In 2019 Event Horizon, a network of international telescopes, constructed the first image of a black hole. Since then millions of people throughout the world have seen this image. Astronomers involved in the project reported that there is an absence of time and space in black holes. This fact is inconceivable to human beings
The new paintings of Han Schuil can evoke a sense of timelessness ; the paintings invite us to enter a new reality, the reality of the world presented by the paintings. This is not about ‘understanding’ the realm of the paintings, not at all, nor is there any sense of this. The works are much more about an energetic feeling of clarity and an experience: an (almost) sacred moment of something that lies between the conscious and the unconscious. It’s not easy to get a grasp of the paintings made by Schuil. Perhaps that’s because they are observations of a subject or an environment that is not instantly fathomable. This is why they remain intriguing.
For Han Schuil, a variety of subject matter can serve as the basis for a painting. An advertisement, a striking image from the newspaper, or a thermogram. What’s important is that the painter is moved by the subject, that it prompts him to act. Prompts him to work. How do you give meaning to form, surface and color? How do you give meaning to a painting? Schuil has been spending decades pondering those fundamental questions about painting. In his work Schuil combines color, form and surface in order to create a new world of his own. The surface comes to life, and the new series of paintings teem with strength and energy. With new series Schuil underscores his long relationship and connection with the medium of painting and with the practice of painting.
Both movement and calm can be found among the different layers of the paintings. These layers communicate with and challenge each other within the work. Because of that current of communication, the works feel lively, as though it’s the material that moves and is contained at a certain point. The movement and the calm in the works are in balance with each other, and this gives rise to a coherent whole. The movement in the paintings goes in all sorts of directions, which makes it seem as though particles swarm about and, in other works, as though a shower of light passes through the paintings. The hushed quality, often the result of a dark ground layer, creates room for reflection and serves as a place where the viewer can pause, gather courage and then proceed with an exploration of the paintings. That frequently darkblue, nearly black ground layer in the works acts as an anchor for the eye.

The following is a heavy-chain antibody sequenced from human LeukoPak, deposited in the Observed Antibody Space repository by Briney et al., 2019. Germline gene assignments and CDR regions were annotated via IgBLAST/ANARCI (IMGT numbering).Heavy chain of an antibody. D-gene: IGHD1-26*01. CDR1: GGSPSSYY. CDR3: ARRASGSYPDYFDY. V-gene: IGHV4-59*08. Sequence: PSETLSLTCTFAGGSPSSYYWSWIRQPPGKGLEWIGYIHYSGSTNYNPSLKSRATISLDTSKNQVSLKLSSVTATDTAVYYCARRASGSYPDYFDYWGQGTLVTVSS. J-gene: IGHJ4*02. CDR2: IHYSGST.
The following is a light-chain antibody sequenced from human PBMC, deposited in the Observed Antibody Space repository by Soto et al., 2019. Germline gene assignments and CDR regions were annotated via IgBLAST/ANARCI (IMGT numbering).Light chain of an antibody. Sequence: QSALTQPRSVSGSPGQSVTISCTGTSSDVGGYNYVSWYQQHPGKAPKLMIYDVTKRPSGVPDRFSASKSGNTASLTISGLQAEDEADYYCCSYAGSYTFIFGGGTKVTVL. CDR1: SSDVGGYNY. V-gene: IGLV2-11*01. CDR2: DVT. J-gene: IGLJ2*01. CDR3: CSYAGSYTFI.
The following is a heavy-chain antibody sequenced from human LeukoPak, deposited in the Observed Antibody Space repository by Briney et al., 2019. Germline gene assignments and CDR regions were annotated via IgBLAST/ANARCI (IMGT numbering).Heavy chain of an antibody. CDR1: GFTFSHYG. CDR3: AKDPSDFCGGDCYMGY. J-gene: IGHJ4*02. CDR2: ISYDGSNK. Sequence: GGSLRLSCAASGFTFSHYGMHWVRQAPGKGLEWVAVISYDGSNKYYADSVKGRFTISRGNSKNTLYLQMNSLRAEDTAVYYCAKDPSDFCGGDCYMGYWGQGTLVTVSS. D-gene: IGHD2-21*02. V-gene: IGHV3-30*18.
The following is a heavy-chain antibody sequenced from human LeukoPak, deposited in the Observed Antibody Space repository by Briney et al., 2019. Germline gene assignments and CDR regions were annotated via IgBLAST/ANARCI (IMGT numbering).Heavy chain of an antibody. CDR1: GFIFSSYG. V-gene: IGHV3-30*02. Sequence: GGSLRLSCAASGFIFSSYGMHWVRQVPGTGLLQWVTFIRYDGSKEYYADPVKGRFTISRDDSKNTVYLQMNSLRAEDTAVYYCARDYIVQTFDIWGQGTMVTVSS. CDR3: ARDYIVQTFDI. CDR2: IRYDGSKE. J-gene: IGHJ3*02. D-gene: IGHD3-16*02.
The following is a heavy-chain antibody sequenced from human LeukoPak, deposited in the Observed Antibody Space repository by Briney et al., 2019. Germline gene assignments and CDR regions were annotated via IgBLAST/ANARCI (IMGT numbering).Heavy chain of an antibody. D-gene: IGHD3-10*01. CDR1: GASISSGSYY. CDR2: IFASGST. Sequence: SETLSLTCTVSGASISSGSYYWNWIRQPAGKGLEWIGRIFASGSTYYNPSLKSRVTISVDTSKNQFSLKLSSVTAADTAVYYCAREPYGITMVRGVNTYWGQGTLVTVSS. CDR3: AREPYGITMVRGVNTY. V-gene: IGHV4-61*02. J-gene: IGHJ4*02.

Some paintings seem to have zoomed in on something from a great distance, concentrating on a source of light, while others that are zoomed out show a wider view. Aside from the movement and calm, there are also opposing degrees of relaxation and rigidity in the paintings. Rigidly formal elements, such as the white triangles, are alternated with looser and more informal components. These come together in a playful manner, while they each continue to hold their own strong positions within the painting. The two aspects clearly involve interaction as well as contrast.
The concentration of the paintings is fascinating, and all sorts of smaller things can be discovered on looking at them closely. A small area can be painted with so much precision, love and devotion that it represents a world unto itself. Layers of paint and spatters in black, blue, red, yellow, orange, purple and white tumble around and over each other. The paintings are full of things to be discovered at all sorts of sensory levels, but this never feels like an excess of information.
At best we forget about everything else on looking at the paintings; then it becomes a profound, almost meditative experience. Comparable, perhaps, to the spacelessness and timelessness of a black hole in the universe. A person is still not yet able to observe black holes, and probably never will be. In Amsterdam-Oost it is possible, though, at the Anton Pannekoek Institute for Astronomy to look at relatively nearby stars through a telescope. Planets, stars and cosmic phenomena are brimming with energy and seem special, while it is impossible to truly grasp and fathom them. A similar thing happens with these new paintings. There, at the Anton Pannekoek Institute, someone is trying, as far as this is possible, to describe what the viewer is looking at and what he or she might see. That person reaches out while also knowing very well that, just as with paintings by Schuil, the most important thing is to observe and experience it oneself.
text: Melchior Jaspers
translation: Beth O’Brien
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